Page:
Earlier this month, my email and social media alerts starting going off when friends let me know a pseudonymous number-cruncher had “proved” Godwin’s Law.

This struck me as odd, given that I designed Godwin’s Law a quarter-century ago in a way that (I hoped) would make it insusceptible to scientific proof or disproof—at least by anyone who interpreted Godwin’s Law as a prediction.

Although I’m proud of my career-spanning work on internet rights and freedoms, my biggest claim to internet notoriety is my little social experiment, Godwin’s Law, which I crafted back in the days before there was large-scale public access to the internet.

Based on my own early experience of online arguments, I had come up with this mock “law,” which was meant to have the sound and seeming inevitability of a law of physics or mathematics: “As an online discussion continues, the probability of a comparison to Hitler or to Nazis approaches 1.”

I admit to being a bit of a prankster about this — I knew as a writer that if I could say something memorable about internet culture it was entirely possible for the memorable thing to take on a life of its own, propagated by the internet itself. After a bit of judicious promoting by me in the early internet discussion forums (notably Usenet), Godwin’s Law took flight on its own in the early 1990s. Like a smartphone alarm I’ve forgotten to turn off, it pops up startlingly from time to time when I least expect it.

This happened on May 4 when it was announced that “CuriousGnu” – a blogger who shares with me an ongoing curiosity about numbers and statistical data –had blogged that “78% of Reddit Threads With 1000+ Comments Mention Nazis”.

This finding didn’t surprise me, exactly — when I came up with Godwin’s Law, I based it to a large degree on my experiences in the 1980s with computer bulletin-board systems. Reddit, which has hundreds of millions of users, is in many ways like those 1980s bulletin-board systems — only, of course, millions of times larger. So one might guess than anything I’d seen on systems with dozens of users would certainly occur on systems with tens or hundreds of millions.

But CuriousGnu, who is righly cautious about overgeneralising from a few passes at Reddit’s massive and admirably public dataset, was careful to state expressly that he was not attempting to prove or Godwin’s Law, despite how his analysis is being reported.

Earlier analysts have not been so circumspect; a physicist named Travis Hoppe argued only last year that his analysis of Reddit data disproved the law. Like CuriousGnu, Hoppe likely surpasses me in mathematical skill, but (as I told him when he asked me about it on Twitter), the purpose of Godwin’s Law was never to be predictive — instead, I designed the law to create a disincentive for frivolous or reflexive Hitler or Nazi comparisons so that, when we do feel compelled to make them in our arguments, we are more likely to be mindful about them.

The internet has been shaping an increasingly international culture and collective memory — with the Holocaust, just as with other countless human atrocities, we have a moral obligation to “never forget“. My view, which I’ve held for many decades now, is that glib and frivolous invocations of Hitler, or Nazis, or the Holocaust, are a kind of forgetting.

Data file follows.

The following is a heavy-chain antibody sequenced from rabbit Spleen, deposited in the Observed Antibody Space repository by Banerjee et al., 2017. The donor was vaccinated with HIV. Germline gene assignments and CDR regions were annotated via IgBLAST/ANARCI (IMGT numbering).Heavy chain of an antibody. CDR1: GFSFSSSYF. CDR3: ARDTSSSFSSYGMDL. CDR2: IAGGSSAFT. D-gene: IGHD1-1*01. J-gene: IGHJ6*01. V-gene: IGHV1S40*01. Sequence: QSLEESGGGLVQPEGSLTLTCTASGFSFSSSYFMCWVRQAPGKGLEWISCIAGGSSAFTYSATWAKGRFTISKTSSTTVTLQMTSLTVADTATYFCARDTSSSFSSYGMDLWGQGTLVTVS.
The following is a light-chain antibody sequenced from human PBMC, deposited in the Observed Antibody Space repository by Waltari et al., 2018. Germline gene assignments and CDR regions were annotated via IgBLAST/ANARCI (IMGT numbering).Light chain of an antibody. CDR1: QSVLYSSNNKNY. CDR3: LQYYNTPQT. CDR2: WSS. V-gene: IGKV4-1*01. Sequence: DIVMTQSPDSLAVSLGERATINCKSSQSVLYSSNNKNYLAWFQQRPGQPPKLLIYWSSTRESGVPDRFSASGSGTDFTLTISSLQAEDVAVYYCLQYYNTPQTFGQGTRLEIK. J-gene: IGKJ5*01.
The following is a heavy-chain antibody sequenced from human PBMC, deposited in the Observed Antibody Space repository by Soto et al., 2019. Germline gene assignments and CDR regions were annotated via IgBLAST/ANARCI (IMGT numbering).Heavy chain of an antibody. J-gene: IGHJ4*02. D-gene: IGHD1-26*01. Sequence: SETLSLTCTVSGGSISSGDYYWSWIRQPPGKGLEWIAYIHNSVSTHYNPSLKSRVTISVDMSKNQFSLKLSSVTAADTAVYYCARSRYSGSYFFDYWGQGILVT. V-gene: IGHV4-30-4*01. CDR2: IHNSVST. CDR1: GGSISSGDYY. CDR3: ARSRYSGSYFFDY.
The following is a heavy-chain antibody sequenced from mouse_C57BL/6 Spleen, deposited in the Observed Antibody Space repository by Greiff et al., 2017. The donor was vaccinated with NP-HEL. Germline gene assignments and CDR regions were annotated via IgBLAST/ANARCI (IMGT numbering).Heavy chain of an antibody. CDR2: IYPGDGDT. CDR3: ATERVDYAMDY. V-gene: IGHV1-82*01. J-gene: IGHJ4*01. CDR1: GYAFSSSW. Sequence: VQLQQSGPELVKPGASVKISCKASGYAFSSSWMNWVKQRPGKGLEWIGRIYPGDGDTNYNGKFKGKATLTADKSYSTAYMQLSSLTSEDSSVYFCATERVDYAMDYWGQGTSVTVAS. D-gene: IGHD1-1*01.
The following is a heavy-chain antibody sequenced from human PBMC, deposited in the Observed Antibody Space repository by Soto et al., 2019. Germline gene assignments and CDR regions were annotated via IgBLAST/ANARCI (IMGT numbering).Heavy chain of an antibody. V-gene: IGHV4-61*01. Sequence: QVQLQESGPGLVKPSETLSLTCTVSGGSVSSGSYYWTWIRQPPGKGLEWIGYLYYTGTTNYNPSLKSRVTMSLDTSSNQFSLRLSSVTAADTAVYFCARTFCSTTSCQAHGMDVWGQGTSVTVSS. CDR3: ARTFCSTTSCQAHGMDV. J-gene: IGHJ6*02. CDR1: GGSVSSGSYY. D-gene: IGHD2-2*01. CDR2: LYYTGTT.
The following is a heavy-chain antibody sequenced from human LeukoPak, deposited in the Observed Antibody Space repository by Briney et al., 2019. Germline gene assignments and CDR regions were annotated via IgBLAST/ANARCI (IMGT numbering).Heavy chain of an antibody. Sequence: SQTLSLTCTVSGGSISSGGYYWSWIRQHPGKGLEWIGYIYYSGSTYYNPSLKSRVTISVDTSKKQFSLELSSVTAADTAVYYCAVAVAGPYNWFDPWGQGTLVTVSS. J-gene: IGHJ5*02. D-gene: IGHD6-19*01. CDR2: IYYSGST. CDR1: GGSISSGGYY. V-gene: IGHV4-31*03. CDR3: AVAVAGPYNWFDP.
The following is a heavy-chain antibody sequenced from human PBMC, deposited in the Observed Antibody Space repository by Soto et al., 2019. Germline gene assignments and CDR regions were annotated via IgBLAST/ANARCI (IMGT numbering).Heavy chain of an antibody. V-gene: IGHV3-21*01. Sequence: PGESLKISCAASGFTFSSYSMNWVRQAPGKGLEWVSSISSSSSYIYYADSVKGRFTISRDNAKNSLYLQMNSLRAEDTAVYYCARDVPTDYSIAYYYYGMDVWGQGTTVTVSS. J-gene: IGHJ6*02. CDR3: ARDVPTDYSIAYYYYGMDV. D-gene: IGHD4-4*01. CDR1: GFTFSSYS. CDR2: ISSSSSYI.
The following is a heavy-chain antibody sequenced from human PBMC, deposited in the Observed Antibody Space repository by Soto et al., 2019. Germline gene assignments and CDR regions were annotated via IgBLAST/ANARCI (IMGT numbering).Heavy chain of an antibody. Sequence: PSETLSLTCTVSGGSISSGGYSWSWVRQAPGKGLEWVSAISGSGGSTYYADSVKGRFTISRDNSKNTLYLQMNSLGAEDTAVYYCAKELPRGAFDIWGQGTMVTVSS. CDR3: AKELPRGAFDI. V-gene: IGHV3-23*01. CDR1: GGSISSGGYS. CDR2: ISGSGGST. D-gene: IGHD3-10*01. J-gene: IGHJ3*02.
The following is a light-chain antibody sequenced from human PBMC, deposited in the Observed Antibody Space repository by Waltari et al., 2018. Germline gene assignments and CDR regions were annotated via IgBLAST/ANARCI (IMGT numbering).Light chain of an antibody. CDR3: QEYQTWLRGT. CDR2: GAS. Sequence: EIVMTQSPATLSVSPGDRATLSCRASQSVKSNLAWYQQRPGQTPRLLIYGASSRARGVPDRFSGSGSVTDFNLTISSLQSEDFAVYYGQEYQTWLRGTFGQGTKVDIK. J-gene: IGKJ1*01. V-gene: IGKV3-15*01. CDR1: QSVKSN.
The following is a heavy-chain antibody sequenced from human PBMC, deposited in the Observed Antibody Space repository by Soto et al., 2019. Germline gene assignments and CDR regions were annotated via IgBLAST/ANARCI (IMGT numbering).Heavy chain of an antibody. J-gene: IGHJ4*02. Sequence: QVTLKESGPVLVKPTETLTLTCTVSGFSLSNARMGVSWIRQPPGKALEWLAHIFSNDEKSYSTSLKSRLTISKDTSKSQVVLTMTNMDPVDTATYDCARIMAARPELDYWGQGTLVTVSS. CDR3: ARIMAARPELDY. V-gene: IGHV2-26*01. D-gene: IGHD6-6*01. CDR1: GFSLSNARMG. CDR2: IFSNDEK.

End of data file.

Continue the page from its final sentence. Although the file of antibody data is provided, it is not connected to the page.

I’d like pretend that Godwin’s Law is somehow applicable only to the internet, but of course followers of UK politics will have noticed that Hitler and Nazi comparisons have surfaced alarmingly this spring, most notably from two former mayors of London: Ken Livingstone and Boris Johnson.

Livingstone had stated publicly that Hitler at one point “was supporting Zionism” — a factually insupportable claim — and Johnson declared that Hitler’s efforts to conquer Europe are reflected in the European Union, which he has called “an attempt to do this by different means.”

What is one to make of these determined efforts by politicians of different parties to exemplify Godwin’s Law? Personally, I can’t be happy about them — I had hoped participants in public debates would grow less inclined to speak thoughtlessly about the Nazis and the Holocaust. In that sense, nothing would please me more to find that Godwin’s Law, as any kind of predictive principle, could be “disproved” over time.

But the fact is, I designed Godwin’s Law not to be predictive, but to be “memetic” — not to show that debates would invariably become overheated but to spur debaters to invoke history mindfully, with deeper analysis rather than with glib allusion, because that’s the way for a speaker or writer to show that he or she is not taking the easy rhetorical path.

In order for the law to function this way, it needed simultaneously to “seem” scientific and yet function as a kind of negative inspiration (in effect, it hints at an ethical rule, not a scientific principle). And even if Godwin’s Law does not always succeed in inspiring mindfulness, I hope it functions at least occasionally as a kind of unexpected “smart alarm” in today’s heated political debates.

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